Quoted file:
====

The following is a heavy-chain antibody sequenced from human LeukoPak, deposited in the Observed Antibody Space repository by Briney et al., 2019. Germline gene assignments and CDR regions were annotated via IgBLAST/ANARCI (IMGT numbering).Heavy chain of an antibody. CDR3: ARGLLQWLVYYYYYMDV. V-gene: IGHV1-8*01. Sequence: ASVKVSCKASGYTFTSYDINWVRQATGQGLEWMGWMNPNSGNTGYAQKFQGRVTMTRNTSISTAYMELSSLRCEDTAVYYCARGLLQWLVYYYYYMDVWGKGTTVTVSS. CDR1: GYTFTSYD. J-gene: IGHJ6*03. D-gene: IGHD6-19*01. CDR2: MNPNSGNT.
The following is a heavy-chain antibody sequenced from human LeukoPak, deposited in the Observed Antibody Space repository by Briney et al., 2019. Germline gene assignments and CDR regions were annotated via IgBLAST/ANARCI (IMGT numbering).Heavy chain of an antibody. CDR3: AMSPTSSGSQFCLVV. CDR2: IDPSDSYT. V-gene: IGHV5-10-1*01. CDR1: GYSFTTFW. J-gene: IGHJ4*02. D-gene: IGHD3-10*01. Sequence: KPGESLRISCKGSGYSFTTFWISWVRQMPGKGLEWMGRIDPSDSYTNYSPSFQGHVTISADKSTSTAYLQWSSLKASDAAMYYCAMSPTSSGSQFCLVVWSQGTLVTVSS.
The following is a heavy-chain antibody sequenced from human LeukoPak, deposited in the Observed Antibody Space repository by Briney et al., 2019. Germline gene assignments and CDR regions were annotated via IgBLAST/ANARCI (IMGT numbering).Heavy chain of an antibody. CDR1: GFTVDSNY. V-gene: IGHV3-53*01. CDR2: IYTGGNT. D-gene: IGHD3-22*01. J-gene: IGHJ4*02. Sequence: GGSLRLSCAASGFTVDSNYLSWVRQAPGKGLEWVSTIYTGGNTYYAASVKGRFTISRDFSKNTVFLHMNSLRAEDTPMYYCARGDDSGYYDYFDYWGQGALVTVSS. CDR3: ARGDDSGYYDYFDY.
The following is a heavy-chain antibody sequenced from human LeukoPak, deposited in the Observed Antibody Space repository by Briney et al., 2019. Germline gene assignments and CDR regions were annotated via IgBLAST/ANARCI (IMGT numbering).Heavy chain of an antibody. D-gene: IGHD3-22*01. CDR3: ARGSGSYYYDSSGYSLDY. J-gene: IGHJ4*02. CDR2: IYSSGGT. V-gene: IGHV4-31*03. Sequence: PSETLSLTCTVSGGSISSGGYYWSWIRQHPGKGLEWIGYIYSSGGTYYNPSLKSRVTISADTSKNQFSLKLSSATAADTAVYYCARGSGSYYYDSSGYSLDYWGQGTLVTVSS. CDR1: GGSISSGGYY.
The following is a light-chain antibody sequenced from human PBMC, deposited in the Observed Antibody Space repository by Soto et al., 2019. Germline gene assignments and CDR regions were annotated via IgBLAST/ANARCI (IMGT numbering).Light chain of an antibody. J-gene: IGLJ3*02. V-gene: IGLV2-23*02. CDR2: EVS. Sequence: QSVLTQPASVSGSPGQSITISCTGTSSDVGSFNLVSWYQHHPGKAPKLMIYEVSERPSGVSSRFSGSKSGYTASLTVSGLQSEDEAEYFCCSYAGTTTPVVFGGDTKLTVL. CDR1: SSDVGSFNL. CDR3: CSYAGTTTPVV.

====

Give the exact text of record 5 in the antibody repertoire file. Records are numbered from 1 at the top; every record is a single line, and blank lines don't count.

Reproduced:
The following is a light-chain antibody sequenced from human PBMC, deposited in the Observed Antibody Space repository by Soto et al., 2019. Germline gene assignments and CDR regions were annotated via IgBLAST/ANARCI (IMGT numbering).Light chain of an antibody. J-gene: IGLJ3*02. V-gene: IGLV2-23*02. CDR2: EVS. Sequence: QSVLTQPASVSGSPGQSITISCTGTSSDVGSFNLVSWYQHHPGKAPKLMIYEVSERPSGVSSRFSGSKSGYTASLTVSGLQSEDEAEYFCCSYAGTTTPVVFGGDTKLTVL. CDR1: SSDVGSFNL. CDR3: CSYAGTTTPVV.